By Chester Campbell
Outside it was cold and rainy, but inside the Frankfort Convention Center warmth and coziness prevailed. Conditions obviously weren’t as favorable as in years past, what with the economy sliding down the tubes.
So the question arises, is it worth an author’s time to weather the storm and trek off to a book fair?
I journeyed to Frankfort the past weekend for the 27th annual running of the Kentucky Book Fair. Despite the weather, a respectable number of buyers showed up for the Saturday event. But as one man told me apologetically, “Last year my wife and I spent $400. With the way the economy is now, we won’t do nearly that much today.”
Everybody came with the idea of buying books, however, and a few toted away bags full of them. Some authors had an inside track by being well known in Kentucky. Others by being well known in their field. A children’s author at the same table with me had a constant stream of kids, parents, and grandparents stopping to get his colorfully illustrated books signed.
Sitting beside me was Judy Moffett, a science fiction writer who lives part-time in Kentucky and the rest in Pennsylvania. Her paperback books sold well, but the hardcovers bombed, which was a sign of the times.
Book fairs like Kentucky’s bring in 200 or more authors, so there’s plenty of competition. You can’t just sit there and smile. Half the people look the other way and many more seem to be hurrying by on their way to catch the next bus.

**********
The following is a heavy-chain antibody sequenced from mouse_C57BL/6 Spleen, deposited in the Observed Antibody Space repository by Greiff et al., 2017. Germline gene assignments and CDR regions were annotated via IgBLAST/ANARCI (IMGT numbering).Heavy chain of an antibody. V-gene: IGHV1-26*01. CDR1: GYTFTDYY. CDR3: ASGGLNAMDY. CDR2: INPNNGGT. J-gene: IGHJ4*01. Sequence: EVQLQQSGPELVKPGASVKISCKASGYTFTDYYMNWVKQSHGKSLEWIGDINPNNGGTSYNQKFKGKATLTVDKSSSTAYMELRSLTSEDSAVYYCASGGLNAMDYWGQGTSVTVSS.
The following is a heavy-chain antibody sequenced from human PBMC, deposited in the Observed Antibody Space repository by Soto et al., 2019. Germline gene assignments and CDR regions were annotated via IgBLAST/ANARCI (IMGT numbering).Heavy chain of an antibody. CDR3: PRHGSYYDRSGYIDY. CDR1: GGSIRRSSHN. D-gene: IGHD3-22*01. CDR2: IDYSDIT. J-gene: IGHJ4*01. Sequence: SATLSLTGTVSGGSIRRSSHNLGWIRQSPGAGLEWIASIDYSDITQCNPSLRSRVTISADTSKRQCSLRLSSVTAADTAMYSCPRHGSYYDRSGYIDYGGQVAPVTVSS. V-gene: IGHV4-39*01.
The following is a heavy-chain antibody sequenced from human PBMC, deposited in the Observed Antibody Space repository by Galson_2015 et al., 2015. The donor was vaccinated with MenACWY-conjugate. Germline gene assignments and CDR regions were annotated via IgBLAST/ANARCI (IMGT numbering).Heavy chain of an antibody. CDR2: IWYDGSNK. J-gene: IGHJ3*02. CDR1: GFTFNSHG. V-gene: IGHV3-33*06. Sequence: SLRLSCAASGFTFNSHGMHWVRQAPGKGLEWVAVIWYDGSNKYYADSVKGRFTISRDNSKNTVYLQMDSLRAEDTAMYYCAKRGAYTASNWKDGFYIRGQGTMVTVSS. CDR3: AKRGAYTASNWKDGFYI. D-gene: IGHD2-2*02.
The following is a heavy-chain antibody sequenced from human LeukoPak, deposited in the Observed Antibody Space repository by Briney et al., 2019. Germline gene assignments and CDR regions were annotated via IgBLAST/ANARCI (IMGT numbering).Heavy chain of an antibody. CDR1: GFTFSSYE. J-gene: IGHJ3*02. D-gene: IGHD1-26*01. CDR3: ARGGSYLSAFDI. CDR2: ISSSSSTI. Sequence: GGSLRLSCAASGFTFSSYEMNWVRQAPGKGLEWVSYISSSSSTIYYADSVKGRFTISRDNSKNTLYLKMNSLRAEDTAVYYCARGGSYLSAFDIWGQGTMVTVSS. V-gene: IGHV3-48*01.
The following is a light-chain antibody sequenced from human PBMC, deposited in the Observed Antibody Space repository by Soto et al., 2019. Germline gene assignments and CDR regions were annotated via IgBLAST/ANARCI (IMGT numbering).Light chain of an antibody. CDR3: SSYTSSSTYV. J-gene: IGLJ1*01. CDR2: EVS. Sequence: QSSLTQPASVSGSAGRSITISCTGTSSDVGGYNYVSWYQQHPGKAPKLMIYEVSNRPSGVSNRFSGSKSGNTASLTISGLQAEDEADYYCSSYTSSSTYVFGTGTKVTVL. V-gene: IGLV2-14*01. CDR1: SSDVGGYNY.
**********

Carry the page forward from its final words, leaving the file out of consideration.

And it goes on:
If you’re not a household name, it can pay off to put in a little extra effort. Following my usual policy of ignoring the chair at a book signing, I stood behind my table from 9 a.m. to 4:30 p.m., except for the time it took to eat my sandwich. Anybody who came within range of my voice, which isn’t all that strong, unfortunately, got the smiling query, “Do you read mysteries?”
I talked to enough of them to sell 39 books. Not a bad day, all things considered. The Wall Street Journal recently quoted Barnes & Noble’s chairman as saying he had never “seen a retail climate as poor as the one we are in.” Simon & Schuster reported store traffic was down and fewer customers were buying more than one title.
I had the luxury of four books in my Greg McKenzie Mystery series lined up on my table at Frankfort. A couple of people bought all four.
You never know what will push someone’s hot button. When I told one man that in Deadly Illiusions the Federal Reserve chairman is murdered at the Opryland Hotel, he grinned and said, “I’ve got to have that one.”
It’s always nice when a reader comes by (in this case a member of the DorothyL listserve) and says, “I’ve read all of your books and really love them.”
But the name of the game at a book fair is to sell books. It can be done if you play your cards right.